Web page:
21 April 2012

Modern Expression 2 Workshop with Verdiano Marzi - Day 4

There is so much to say about being a student in one of Verdiano's workshops. I'm not going to write about it this morning, mainly because I don't have the time to do it justice...

So here's the photos from the end of the day yesterday:

19 April 2012

Modern Expression 2 Workshop with Verdiano Marzi

I'm taking the 6-day Modern Expression II workshop at the Chicago Mosaic School with Verdiano Marzi. We're three days into it and it's been absolutely amazing. Verdiano is a powerful teacher. Matteo Randi is translating for Verdiano this time. Last year I took the Modern Expression I workshop and it transformed my practice... I feel like this workshop is going to result in an even greater understanding of mosaic and what I can do as an artist.

Just wanted to post a few photos of yesterday's and today's mosaic work. I'm working in petrified wood, travertine (a type of limestone), marble and glass, along with some assorted undefined rocks that I've collected here and there.

At the end of the day yesterday:

Today's progress:

Verdiano likes all that I've done so far, except for one small area. He said we'd talk about it tomorrow...

07 April 2012

Thomas Kinkade

Well... not a fan, but you most certainly mastered your craft. Even so, I would never have named you The Painter of Light... but rest in peace, Thomas Kinkade. The world is lessened by your passing.

Thomas Kinkade dies at 54; artist was called the 'Painter of Light' - latimes.com

Still... the idea of selling reproductions as art disturbs me.

About a month ago I had the "reproductions vs. art" discussion with some friends. We were sitting in a local diner that had Kinkade-ish prints spectacularly framed and hung on the walls. Like a fool, I mentioned my disdain for the practice of treating prints of paintings as paintings... I then had to try to put hours and hours of thinking about this into a coherent statement during the 25 minutes our meal would take. I wasn't eating, so at least I didn't have to give up chewing time.

One of my companions said that he was in favor of "Kinkadeing" since it put art in the hands of people who couldn't ordinarily have art (of that quality). He thought it was perfectly fine for an artist to create originals and photograph/scan them to create printed reproductions AND call those reproductions art.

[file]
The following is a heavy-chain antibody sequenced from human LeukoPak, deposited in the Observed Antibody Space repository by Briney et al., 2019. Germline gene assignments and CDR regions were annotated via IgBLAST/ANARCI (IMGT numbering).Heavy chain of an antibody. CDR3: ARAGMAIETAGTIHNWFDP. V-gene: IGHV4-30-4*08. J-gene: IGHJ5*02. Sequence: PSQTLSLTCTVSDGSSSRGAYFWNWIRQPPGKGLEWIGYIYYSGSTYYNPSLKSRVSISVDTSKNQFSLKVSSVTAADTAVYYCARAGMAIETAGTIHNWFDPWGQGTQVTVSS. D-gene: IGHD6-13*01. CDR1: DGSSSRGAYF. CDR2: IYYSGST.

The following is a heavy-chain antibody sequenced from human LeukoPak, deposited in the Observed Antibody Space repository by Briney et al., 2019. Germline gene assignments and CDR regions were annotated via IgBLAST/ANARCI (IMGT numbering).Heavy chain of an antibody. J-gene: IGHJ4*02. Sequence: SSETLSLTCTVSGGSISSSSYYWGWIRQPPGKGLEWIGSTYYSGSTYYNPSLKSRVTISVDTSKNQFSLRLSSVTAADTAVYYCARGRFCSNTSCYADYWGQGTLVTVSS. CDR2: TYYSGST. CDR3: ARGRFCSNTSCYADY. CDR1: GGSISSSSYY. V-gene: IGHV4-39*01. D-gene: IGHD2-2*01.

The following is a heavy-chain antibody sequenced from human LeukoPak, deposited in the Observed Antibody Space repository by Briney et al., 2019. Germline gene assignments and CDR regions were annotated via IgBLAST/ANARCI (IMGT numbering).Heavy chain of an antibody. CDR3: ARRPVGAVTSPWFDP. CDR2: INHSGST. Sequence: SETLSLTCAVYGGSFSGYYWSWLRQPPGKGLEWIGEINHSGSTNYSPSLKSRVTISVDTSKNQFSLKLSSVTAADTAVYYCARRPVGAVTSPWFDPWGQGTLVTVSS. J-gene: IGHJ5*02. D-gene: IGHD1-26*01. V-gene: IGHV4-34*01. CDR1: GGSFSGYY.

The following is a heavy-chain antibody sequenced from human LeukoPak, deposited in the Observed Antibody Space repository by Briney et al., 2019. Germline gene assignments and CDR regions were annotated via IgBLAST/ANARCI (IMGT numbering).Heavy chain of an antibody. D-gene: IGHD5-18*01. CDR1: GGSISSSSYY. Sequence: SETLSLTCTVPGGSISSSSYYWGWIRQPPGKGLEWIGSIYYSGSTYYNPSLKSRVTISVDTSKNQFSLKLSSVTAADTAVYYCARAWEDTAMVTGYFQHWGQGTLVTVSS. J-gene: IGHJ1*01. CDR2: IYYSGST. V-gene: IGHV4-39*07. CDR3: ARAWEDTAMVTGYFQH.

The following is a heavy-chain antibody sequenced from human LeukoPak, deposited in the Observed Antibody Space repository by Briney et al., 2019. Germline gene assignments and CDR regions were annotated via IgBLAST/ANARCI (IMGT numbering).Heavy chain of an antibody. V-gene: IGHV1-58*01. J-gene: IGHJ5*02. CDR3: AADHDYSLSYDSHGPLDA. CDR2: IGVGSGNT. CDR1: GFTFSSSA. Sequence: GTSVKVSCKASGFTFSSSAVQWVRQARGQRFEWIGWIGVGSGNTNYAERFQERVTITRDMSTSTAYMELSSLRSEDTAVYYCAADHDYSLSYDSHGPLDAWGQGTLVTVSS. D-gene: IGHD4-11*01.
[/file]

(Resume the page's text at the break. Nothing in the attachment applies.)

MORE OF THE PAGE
Leaving alone the fact that Kinkade prints weren't cheap enough for the people he was referring to to purchase, I tried to explain my view on the whole idea...

I believe that for most artists selling reproductions of their work do so purely for a financial reasons, not for some altruistic desire to put art in the hands of less-affluent patrons (an exception to that, I suppose, is the ego boost of having your "art" purchased by people and the warm glow that it creates deep down inside you).

For the most part, I have no issues with the practice of selling reproductions. It's hard to make a living doing art. But I believe that the artists who sell reproductions as if they are art are making a mistake. In fact, I think it's the biggest mistake we make - plus it's a bit like snake-oil... 

The primary reason it is hard to make a living making art is that we have a predominantly ill-informed/under-informed audience. They already don't see making art or being an artist as a realistic career. Unless they are among those who idolize artists (and this group is just as likely to be ill-informed), they tend to think we're all dreamers and misfits who have yet to "grow up and find a real job." They don't recognize the validity of an art career or the benefits of having art in their life. They don't know how to determine the amount of work that goes into creating art or the monetary value of that work.

So we have an audience, a client base, a market, that has no method for determining the value of the work we want to sell (for me, being unsure about the cost/value of something makes me less likely to purchase it). Selling reproductions as art compounds the problem by cultivating the point of view that art should be inexpensive. 

Someone said to me that I only felt this way since my work (they meant mosaics and sculptures) do not work as prints (no one is confused thinking a photograph of a sculpture is a sculpture or even art). While I will concede their point, my argument is not a sour-grapes point of view... I do make art that could be sold as reproductions - my encaustic abstract art would make fabulous giclee prints...

I guess I just think that the only visual artists that should be selling prints as art are the printmakers...